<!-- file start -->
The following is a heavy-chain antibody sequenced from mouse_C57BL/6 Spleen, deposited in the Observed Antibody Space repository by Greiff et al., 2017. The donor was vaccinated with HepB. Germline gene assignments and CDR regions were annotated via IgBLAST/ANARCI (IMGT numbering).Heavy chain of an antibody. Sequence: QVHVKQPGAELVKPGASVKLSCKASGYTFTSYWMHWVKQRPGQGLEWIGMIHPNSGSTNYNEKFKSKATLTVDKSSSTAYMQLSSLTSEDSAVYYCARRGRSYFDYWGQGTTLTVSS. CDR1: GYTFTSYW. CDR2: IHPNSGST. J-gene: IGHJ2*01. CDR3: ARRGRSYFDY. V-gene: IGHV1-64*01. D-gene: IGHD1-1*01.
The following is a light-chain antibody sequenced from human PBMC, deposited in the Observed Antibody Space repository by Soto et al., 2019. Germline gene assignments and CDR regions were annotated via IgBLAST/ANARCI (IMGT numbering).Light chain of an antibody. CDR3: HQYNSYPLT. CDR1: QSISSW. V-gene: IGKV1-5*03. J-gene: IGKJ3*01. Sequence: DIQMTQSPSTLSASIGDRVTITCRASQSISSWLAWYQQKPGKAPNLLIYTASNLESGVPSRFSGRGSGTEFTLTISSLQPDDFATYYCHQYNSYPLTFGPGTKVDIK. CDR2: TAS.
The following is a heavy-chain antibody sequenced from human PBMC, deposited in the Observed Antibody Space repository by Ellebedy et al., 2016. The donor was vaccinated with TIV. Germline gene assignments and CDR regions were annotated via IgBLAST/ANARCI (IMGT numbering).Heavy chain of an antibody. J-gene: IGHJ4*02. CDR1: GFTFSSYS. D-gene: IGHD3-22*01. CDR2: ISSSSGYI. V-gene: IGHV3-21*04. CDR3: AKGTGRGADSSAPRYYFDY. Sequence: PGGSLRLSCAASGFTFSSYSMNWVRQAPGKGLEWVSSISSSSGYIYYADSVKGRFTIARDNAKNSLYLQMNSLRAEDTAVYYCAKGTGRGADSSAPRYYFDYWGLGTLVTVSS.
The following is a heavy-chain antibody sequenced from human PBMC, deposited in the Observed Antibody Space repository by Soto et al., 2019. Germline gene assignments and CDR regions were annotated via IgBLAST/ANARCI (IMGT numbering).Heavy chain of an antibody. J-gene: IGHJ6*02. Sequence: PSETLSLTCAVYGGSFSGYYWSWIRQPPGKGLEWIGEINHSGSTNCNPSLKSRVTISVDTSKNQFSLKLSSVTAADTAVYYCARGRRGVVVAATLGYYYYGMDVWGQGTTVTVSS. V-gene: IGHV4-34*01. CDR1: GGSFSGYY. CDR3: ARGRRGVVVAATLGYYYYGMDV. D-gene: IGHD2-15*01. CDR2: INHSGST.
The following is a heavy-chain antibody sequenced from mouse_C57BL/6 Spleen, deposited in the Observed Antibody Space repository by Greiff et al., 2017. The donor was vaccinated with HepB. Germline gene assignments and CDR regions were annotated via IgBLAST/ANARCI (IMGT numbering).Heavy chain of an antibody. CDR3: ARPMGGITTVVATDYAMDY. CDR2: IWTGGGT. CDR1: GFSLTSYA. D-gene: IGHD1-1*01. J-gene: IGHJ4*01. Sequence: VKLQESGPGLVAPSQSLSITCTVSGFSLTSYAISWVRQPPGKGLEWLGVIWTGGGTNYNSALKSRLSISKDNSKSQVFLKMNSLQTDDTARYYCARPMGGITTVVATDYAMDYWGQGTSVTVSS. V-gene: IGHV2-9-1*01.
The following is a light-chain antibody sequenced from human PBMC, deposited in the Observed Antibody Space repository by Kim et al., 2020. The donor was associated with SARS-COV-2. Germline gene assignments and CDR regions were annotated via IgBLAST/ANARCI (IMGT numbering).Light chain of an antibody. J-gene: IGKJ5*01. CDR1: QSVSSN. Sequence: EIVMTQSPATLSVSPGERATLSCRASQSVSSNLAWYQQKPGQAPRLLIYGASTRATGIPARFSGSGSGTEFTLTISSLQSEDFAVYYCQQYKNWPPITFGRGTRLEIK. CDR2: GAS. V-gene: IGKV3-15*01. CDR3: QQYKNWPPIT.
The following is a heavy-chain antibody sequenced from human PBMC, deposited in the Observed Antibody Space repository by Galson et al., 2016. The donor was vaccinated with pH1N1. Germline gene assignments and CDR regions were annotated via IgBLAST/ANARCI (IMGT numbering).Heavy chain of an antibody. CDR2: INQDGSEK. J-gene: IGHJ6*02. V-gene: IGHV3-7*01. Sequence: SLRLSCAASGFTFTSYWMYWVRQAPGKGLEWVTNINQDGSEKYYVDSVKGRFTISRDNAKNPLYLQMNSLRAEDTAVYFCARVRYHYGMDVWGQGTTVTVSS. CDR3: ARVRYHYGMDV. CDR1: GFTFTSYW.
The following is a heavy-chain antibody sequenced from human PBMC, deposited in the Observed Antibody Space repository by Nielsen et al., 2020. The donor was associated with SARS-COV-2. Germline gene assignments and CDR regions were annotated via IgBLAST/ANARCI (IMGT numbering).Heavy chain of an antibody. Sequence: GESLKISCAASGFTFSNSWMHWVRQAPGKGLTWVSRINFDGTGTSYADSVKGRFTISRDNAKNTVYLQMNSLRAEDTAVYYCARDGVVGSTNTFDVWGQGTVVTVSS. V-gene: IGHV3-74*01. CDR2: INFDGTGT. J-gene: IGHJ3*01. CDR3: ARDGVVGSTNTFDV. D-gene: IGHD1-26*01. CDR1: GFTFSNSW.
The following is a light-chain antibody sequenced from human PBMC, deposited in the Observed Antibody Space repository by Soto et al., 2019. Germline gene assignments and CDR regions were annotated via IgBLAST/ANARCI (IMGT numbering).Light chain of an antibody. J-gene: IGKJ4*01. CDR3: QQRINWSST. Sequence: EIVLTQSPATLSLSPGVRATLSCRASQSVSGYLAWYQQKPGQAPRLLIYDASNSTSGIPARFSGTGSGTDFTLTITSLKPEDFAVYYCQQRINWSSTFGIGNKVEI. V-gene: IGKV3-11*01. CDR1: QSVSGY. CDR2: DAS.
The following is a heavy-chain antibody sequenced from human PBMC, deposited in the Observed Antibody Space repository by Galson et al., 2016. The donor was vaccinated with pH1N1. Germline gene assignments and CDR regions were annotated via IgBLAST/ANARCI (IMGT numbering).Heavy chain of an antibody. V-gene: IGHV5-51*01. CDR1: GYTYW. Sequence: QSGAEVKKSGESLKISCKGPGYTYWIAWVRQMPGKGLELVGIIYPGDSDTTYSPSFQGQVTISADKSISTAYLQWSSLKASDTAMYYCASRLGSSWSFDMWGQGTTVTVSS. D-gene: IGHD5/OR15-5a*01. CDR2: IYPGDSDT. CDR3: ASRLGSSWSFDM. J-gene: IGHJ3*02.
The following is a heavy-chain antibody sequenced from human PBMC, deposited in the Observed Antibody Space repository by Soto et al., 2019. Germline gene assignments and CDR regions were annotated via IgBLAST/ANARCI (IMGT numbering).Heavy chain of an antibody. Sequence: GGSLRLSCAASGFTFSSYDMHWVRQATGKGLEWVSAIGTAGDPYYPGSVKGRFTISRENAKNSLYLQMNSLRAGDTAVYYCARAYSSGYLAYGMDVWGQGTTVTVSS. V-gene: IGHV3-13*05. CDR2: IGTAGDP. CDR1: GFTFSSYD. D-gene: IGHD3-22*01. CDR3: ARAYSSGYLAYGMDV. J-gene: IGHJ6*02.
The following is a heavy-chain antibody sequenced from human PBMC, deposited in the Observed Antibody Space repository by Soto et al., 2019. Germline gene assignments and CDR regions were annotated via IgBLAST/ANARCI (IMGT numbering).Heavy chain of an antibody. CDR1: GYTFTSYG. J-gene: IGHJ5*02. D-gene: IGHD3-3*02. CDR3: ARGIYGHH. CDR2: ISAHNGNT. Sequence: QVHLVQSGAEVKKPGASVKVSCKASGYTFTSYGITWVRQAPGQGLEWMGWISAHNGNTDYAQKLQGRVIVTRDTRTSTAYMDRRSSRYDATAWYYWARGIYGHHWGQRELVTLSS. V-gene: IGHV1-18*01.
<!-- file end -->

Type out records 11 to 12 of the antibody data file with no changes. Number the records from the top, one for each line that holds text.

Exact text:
The following is a heavy-chain antibody sequenced from human PBMC, deposited in the Observed Antibody Space repository by Soto et al., 2019. Germline gene assignments and CDR regions were annotated via IgBLAST/ANARCI (IMGT numbering).Heavy chain of an antibody. Sequence: GGSLRLSCAASGFTFSSYDMHWVRQATGKGLEWVSAIGTAGDPYYPGSVKGRFTISRENAKNSLYLQMNSLRAGDTAVYYCARAYSSGYLAYGMDVWGQGTTVTVSS. V-gene: IGHV3-13*05. CDR2: IGTAGDP. CDR1: GFTFSSYD. D-gene: IGHD3-22*01. CDR3: ARAYSSGYLAYGMDV. J-gene: IGHJ6*02.
The following is a heavy-chain antibody sequenced from human PBMC, deposited in the Observed Antibody Space repository by Soto et al., 2019. Germline gene assignments and CDR regions were annotated via IgBLAST/ANARCI (IMGT numbering).Heavy chain of an antibody. CDR1: GYTFTSYG. J-gene: IGHJ5*02. D-gene: IGHD3-3*02. CDR3: ARGIYGHH. CDR2: ISAHNGNT. Sequence: QVHLVQSGAEVKKPGASVKVSCKASGYTFTSYGITWVRQAPGQGLEWMGWISAHNGNTDYAQKLQGRVIVTRDTRTSTAYMDRRSSRYDATAWYYWARGIYGHHWGQRELVTLSS. V-gene: IGHV1-18*01.